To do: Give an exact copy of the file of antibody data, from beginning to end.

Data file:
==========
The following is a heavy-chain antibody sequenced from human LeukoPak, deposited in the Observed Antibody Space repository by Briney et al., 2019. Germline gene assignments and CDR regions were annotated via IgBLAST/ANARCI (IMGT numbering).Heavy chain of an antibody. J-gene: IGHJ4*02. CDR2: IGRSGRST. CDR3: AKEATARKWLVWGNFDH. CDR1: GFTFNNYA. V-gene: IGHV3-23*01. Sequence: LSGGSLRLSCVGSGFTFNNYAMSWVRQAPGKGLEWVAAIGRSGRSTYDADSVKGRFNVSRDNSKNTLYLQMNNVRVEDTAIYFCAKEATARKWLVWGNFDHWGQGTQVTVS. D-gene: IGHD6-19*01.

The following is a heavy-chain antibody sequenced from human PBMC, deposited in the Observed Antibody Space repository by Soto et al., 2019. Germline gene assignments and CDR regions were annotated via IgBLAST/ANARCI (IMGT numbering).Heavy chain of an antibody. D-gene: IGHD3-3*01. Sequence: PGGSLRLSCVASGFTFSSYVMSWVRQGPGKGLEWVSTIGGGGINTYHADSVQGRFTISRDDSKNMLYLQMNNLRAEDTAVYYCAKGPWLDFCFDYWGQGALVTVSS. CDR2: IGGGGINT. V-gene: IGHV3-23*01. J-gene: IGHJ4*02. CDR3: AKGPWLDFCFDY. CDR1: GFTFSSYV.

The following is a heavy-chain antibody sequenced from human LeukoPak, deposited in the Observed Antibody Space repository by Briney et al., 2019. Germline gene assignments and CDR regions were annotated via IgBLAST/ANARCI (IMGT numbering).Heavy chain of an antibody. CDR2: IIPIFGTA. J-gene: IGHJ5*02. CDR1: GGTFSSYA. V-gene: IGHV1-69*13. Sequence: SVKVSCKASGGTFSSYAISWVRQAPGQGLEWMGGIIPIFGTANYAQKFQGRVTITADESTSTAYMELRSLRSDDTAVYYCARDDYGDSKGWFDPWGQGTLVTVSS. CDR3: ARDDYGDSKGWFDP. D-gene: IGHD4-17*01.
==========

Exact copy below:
The following is a heavy-chain antibody sequenced from human LeukoPak, deposited in the Observed Antibody Space repository by Briney et al., 2019. Germline gene assignments and CDR regions were annotated via IgBLAST/ANARCI (IMGT numbering).Heavy chain of an antibody. J-gene: IGHJ4*02. CDR2: IGRSGRST. CDR3: AKEATARKWLVWGNFDH. CDR1: GFTFNNYA. V-gene: IGHV3-23*01. Sequence: LSGGSLRLSCVGSGFTFNNYAMSWVRQAPGKGLEWVAAIGRSGRSTYDADSVKGRFNVSRDNSKNTLYLQMNNVRVEDTAIYFCAKEATARKWLVWGNFDHWGQGTQVTVS. D-gene: IGHD6-19*01.

The following is a heavy-chain antibody sequenced from human PBMC, deposited in the Observed Antibody Space repository by Soto et al., 2019. Germline gene assignments and CDR regions were annotated via IgBLAST/ANARCI (IMGT numbering).Heavy chain of an antibody. D-gene: IGHD3-3*01. Sequence: PGGSLRLSCVASGFTFSSYVMSWVRQGPGKGLEWVSTIGGGGINTYHADSVQGRFTISRDDSKNMLYLQMNNLRAEDTAVYYCAKGPWLDFCFDYWGQGALVTVSS. CDR2: IGGGGINT. V-gene: IGHV3-23*01. J-gene: IGHJ4*02. CDR3: AKGPWLDFCFDY. CDR1: GFTFSSYV.

The following is a heavy-chain antibody sequenced from human LeukoPak, deposited in the Observed Antibody Space repository by Briney et al., 2019. Germline gene assignments and CDR regions were annotated via IgBLAST/ANARCI (IMGT numbering).Heavy chain of an antibody. CDR2: IIPIFGTA. J-gene: IGHJ5*02. CDR1: GGTFSSYA. V-gene: IGHV1-69*13. Sequence: SVKVSCKASGGTFSSYAISWVRQAPGQGLEWMGGIIPIFGTANYAQKFQGRVTITADESTSTAYMELRSLRSDDTAVYYCARDDYGDSKGWFDPWGQGTLVTVSS. CDR3: ARDDYGDSKGWFDP. D-gene: IGHD4-17*01.